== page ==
Proteus Syndrome: Background information when reading No One Is Talking About This

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No One Is Talking About This

by Patricia Lockwood

No One Is Talking About This by Patricia Lockwood X
No One Is Talking About This by Patricia Lockwood
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    Feb 2021, 224 pages

    Feb 2022, 224 pages


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Book Reviewed by:
Norah Piehl
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Proteus Syndrome

This article relates to No One Is Talking About This

Print Review

Midway through Patricia Lockwood's novel No One Is Talking About This, the unnamed protagonist learns that her sister's baby has been diagnosed with Proteus syndrome. You might recognize this as the condition believed to have affected Joseph Merrick, the so-called Elephant Man, whose late-19th-century life has been dramatized in a 1979 play and a 1980 Oscar-nominated film.

Merrick's medical condition was not theorized to have been Proteus syndrome until nearly a century after his death. The condition was first reported in the late 1970s and is an extremely rare disorder, with only around 200 cases recorded worldwide. It is characterized by a highly variable and unpredictable overgrowth of skin, bones, muscles, fatty tissues and blood vessels.

Proteus syndrome is named after the Greek sea-god Proteus, who could see the future and change his shape at will, and who plays a role in Homer's Odyssey. Proteus was a "shepherd" for Poseidon's flocks of sea creatures, and he is Poseidon's son in some versions of mythological tales. His name is also the basis for the adjective "protean," meaning both able to change and versatile.

It is possible to diagnose Proteus syndrome before a child's birth based on ultrasound observations; however, most people with the condition do not carry any physical manifestations of it at birth. Instead, tumors and other atypical growth patterns are likely to arise in early childhood and continue progressing throughout an affected individual's lifetime. Those with the disorder have a reduced life expectancy due to its side effects, which include pulmonary embolisms and other blood clotting issues. They can also experience chronic pain and arthritis due to limb and organ overgrowth.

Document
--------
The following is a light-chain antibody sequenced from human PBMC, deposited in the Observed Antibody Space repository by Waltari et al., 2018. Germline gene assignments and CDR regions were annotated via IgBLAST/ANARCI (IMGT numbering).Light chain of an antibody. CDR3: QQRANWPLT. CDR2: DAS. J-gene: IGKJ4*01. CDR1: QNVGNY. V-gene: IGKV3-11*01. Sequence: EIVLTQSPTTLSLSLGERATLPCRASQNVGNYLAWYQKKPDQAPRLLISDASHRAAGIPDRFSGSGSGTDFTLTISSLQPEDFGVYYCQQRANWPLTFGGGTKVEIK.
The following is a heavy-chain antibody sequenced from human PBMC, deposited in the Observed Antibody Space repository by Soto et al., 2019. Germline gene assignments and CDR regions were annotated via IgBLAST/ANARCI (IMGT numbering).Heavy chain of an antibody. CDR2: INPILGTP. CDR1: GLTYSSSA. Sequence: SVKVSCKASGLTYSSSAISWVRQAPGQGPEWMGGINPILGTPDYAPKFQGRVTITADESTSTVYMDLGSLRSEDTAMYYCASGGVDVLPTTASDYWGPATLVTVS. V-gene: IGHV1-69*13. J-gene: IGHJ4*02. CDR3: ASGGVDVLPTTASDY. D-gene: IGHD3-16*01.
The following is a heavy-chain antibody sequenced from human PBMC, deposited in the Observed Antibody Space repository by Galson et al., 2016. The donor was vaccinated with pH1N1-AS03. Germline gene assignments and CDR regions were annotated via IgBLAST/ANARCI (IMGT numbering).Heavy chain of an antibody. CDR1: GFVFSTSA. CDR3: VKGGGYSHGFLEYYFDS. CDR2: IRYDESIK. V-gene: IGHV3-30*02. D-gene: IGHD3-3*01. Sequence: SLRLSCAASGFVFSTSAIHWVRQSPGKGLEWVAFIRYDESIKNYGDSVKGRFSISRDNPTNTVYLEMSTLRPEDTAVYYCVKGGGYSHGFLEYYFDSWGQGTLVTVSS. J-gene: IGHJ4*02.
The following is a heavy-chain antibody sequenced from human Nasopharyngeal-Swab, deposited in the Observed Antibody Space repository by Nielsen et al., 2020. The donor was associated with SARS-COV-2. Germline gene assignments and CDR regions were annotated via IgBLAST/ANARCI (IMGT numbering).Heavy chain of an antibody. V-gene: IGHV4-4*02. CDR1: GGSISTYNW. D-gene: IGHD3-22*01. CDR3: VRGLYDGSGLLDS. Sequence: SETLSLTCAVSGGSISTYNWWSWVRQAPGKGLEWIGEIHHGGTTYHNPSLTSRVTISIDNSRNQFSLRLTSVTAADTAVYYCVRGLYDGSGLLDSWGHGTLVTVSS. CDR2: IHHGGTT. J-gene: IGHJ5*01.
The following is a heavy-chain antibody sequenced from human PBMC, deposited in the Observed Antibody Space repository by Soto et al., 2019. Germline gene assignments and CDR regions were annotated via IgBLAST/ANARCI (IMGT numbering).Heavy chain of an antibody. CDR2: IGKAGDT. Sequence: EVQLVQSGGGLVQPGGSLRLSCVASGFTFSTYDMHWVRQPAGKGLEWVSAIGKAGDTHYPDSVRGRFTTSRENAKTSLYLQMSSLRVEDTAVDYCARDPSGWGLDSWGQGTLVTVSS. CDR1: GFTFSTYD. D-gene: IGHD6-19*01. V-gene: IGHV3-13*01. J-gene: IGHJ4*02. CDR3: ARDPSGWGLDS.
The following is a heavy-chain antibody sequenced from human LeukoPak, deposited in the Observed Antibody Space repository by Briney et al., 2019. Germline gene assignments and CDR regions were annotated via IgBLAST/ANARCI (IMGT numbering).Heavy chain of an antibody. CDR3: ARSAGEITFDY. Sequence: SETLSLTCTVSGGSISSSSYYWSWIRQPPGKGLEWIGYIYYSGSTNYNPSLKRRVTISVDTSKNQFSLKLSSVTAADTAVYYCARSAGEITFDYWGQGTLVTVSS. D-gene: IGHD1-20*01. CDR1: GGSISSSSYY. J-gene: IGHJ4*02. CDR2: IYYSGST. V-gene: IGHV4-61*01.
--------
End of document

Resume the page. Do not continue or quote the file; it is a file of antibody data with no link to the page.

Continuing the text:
Proteus syndrome is caused by a mosaic variant in a gene called AKT1, a mutation that takes place during development rather than being inherited from a parent. Mosaicism occurs when a single individual has two or more genetically different cell sets in their body. In the case of Proteus syndrome, this appears to contribute to the highly variable characteristics of the disorder, as well as its mosaic, or patchy, presentation — affected and unaffected areas develop in a seemingly random pattern.

There is no single treatment for Proteus syndrome; rather, therapies are directed to the particular manifestations of the condition in patients and their specific medical needs. Some patients require multiple orthopedic surgeries to counteract bone overgrowth, especially when that growth interferes with joint function. A study appearing in the American Journal of Human Genetics suggests that a cancer drug, miransertib, can help control pain and lesions in people with Proteus syndrome. Like many rare diseases, Proteus syndrome is less well understood and intensively studied than better known disorders. Although there is no cure, ongoing research appears to be generally focused on improving quality of life for those affected by this condition.

Filed under Medicine, Science and Tech

Article by Norah Piehl

This article relates to No One Is Talking About This. It first ran in the February 17, 2021 issue of BookBrowse Recommends.

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